Fifty-two pregnant and parenting adolescents in an urban county in the Midwestern United States were recruited to participate. A journaling tool was developed and used to allow participants to express their thoughts and concerns in a real-time, reflexive manner. Data were coded at different “nodes” or themes. Concepts, such as stigma, stress, strength, and empowerment were operationalized into key words and “themes” based on previous published literature. Key phrases were used to code the journaling data.

Findings

Adolescent mothers used positive reappraisal of life circumstances to create a positive self-image and resist the stress of stigma and parenting. Overcoming stereotypes and success in parenting were reappraised as “strength,” which allowed the young women to feel empowered in their caregiving role.

Research implications/limitations

The chapter also contributes to the sociological literature on positive coping responses to stigma and stress. Indeed, very few studies have employed the sociological imagination of pregnant and parenting adolescents by describing not only their lives but also seeking their understanding and explaining their lives sociologically. This chapter also has direct implications for several health care providers, including nurses and social workers. For example, nurses and social workers are a vital part of the healthcare team for pregnant and parenting adolescents, and they often serve as the link between the adolescent, her family and significant others, and healthcare and social service agencies.

Originality/value

This chapter described the mechanisms that adolescent mothers use to cope with stress with a focus on how caregiving generates positive affect through the voices of these young mothers themselves. This chapter contributed to the sociological literature on stress and coping. In particular, our findings were also in line with the work of sociologist Antonovsky’s Sense of Coherence concept. SOC is a global measure that indicates the availability of, and willingness to use, adaptive coping resources as a key variable in maintaining health.

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Special Social Groups, Social Factors and Disparities in Health and Health Care
Type: Book
ISBN: 978-1-78635-467-9

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Article
Publication date: 15 July 2020

Karin Martin, Andrew Taylor, Benjamin Howell and Aaron Fox

This paper aims to determine whether criminal justice (CJ) stigma affects health outcomes and health care utilization.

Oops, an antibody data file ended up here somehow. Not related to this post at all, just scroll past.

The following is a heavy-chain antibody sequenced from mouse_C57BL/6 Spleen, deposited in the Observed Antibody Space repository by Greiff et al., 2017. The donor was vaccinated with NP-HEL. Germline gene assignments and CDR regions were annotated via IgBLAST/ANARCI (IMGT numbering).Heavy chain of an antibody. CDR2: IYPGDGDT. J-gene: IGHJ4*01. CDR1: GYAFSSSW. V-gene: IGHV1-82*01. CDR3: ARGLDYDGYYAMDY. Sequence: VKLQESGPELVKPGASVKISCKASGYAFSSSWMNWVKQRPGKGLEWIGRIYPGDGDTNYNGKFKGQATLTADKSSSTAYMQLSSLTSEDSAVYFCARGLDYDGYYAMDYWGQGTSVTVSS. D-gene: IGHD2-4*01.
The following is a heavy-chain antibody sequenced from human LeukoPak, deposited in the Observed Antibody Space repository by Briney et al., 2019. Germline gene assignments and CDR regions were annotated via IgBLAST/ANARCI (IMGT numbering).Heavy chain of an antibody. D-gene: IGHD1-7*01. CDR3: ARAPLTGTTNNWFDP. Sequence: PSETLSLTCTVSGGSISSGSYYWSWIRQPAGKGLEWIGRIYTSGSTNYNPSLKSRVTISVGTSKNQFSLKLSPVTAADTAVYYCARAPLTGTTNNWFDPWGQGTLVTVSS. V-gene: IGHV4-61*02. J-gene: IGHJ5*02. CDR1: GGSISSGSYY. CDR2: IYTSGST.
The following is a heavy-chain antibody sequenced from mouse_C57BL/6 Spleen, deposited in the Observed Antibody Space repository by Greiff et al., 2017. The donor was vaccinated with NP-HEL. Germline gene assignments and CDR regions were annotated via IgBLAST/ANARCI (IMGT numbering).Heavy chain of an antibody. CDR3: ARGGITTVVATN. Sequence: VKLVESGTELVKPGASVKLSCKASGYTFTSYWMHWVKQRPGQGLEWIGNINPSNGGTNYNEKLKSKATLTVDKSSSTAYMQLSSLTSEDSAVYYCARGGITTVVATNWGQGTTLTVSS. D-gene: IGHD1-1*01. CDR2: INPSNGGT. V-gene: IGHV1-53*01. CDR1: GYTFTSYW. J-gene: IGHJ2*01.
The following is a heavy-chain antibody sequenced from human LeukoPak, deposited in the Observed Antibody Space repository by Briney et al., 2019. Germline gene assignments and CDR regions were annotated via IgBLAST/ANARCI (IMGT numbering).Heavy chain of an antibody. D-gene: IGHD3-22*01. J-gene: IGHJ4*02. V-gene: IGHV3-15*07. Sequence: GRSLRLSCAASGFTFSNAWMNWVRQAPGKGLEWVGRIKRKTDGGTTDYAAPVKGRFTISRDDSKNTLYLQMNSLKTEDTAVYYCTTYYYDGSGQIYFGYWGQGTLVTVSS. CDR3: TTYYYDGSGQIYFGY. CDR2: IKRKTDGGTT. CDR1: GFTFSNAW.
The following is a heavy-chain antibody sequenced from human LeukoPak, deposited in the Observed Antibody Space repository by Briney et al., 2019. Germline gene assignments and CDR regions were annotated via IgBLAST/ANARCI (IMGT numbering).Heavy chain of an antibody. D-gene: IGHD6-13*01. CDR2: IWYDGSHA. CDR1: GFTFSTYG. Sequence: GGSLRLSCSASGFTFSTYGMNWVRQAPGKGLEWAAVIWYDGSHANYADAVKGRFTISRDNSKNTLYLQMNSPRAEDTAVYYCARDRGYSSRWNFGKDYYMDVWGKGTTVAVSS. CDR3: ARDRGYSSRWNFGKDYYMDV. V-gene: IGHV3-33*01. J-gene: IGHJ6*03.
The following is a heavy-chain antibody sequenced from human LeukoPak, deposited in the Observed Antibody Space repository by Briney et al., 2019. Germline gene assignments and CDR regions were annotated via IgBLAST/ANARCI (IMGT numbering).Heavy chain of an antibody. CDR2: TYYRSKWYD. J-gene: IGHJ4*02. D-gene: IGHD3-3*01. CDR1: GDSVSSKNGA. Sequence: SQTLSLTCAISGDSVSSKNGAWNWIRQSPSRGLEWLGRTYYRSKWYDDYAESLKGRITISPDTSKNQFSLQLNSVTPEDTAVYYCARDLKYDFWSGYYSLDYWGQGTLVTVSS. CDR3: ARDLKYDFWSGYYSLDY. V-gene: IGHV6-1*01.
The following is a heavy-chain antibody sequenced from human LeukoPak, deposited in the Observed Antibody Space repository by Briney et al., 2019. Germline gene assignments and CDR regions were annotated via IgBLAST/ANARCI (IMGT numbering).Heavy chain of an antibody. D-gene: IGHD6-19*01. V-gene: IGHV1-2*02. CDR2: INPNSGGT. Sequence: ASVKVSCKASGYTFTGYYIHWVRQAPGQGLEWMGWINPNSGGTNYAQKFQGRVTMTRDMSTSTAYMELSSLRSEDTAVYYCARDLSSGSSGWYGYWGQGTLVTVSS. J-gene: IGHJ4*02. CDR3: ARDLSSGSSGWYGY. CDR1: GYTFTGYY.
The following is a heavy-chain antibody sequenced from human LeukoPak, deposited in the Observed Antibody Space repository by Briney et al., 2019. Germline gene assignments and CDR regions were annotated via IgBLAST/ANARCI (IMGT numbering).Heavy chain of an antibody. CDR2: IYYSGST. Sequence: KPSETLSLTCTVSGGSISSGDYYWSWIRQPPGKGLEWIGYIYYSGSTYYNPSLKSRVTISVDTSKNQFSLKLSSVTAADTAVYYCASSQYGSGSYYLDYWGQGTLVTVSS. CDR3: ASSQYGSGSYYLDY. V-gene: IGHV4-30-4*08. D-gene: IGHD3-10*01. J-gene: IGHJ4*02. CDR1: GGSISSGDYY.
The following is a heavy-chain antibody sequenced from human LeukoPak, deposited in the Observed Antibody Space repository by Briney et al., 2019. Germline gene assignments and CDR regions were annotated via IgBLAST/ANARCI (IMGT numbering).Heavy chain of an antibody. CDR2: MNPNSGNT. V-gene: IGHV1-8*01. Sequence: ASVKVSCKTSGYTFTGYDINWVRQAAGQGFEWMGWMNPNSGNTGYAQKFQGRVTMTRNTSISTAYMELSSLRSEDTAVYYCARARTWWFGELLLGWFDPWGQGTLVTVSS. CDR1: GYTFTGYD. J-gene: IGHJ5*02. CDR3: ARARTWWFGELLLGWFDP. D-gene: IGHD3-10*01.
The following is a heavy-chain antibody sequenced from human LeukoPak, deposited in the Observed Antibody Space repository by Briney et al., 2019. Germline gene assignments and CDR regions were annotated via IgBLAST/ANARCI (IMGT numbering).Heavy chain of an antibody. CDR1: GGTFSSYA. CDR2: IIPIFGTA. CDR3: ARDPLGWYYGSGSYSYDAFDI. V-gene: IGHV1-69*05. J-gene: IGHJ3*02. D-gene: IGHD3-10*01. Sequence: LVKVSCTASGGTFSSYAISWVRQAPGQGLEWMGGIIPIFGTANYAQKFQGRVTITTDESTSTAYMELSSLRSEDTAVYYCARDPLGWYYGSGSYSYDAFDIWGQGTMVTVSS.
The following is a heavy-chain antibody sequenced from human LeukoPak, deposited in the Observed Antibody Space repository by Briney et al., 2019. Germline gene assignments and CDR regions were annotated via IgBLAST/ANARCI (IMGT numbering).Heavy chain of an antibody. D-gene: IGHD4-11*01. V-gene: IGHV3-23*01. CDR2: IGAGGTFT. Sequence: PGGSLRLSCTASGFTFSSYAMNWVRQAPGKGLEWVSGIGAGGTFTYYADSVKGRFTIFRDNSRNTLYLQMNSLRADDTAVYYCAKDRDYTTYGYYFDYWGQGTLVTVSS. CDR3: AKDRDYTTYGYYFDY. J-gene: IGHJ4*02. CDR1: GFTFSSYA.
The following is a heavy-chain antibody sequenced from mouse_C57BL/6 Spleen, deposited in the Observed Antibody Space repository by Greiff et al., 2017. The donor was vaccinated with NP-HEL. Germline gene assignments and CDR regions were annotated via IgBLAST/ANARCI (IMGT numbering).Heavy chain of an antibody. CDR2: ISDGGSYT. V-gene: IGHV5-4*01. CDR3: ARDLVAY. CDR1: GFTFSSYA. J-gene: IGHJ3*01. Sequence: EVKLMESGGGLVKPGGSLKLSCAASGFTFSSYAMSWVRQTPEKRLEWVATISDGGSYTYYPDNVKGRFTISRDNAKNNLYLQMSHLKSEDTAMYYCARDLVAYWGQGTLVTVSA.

Abstract

Purpose

This paper aims to determine whether criminal justice (CJ) stigma affects health outcomes and health care utilization.

Design/methodology/approach

The authors reviewed medical and public health literature through May 2020. Structured terms were used to search four databases identifying articles that related to CJ stigma. Included articles were in English, examined CJ stigma and had people with CJ involvement as subjects. The studies without health outcomes were excluded. Quantitative and qualitative studies were reviewed and assessed for bias. Results were synthesized into a systematic review.

Findings

The search yielded 25 studies relating to CJ stigma and health. Three stigma domains were described in the literature: perceived or enacted, internalized and anticipated stigma. Tenuous evidence linked CJ stigma to health directly (psychological symptoms) and indirectly (social isolation, health care utilization, high-risk behaviors and housing or employment). Multiple stigmatized identities may interact to affect health and health care utilization.

Research limitations/implications

Few studies examined CJ stigma and health. Articles used various measures of CJ stigma, but psychometric properties for instruments were not presented. Prospective studies with standard validated measures are needed.

Practical implications

Understanding whether and how CJ stigma affects health and health care utilization will be critical for developing health-promoting interventions for people with CJ involvement. Practical interventions could target stigma-related psychological distress or reduce health care providers’ stigmatizing behaviors.

Originality/value

This was the first systematic review of CJ stigma and health. By providing a summary of the current evidence and identifying consistent findings and gaps in the literature, this review provides direction for future research and highlights implications for policy and practice.

Details

International Journal of Prisoner Health, vol. 16 no. 3
Type: Research Article
ISSN: 1744-9200

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Book part
Publication date: 16 May 2007

Michael R. Edelstein

The post-Cold War period allowed the U.S. nuclear legacy of ecocide to be declassified and made public. The policy of nuclear secrecy, evident in Russia (see Mironova et…

Abstract

The post-Cold War period allowed the U.S. nuclear legacy of ecocide to be declassified and made public. The policy of nuclear secrecy, evident in Russia (see Mironova et al., this volume), was not merely an eastern practice. Western nuclear releases were kept equally under wraps. In England, for example, the Windscale disaster was not fully disclosed until 1987.1 Likewise, releases from the Hanford Nuclear Reservation, in Washington State, and other U.S. nuclear sites were kept undercover until the same period. The irony was that Americans learned of many of the nuclear skeletons in their closet around the time that Russians learned of theirs (see Mironova et al., this volume). It would appear that glasnost was contagious.

Details

Cultures of Contamination
Type: Book
ISBN: 978-0-7623-1371-6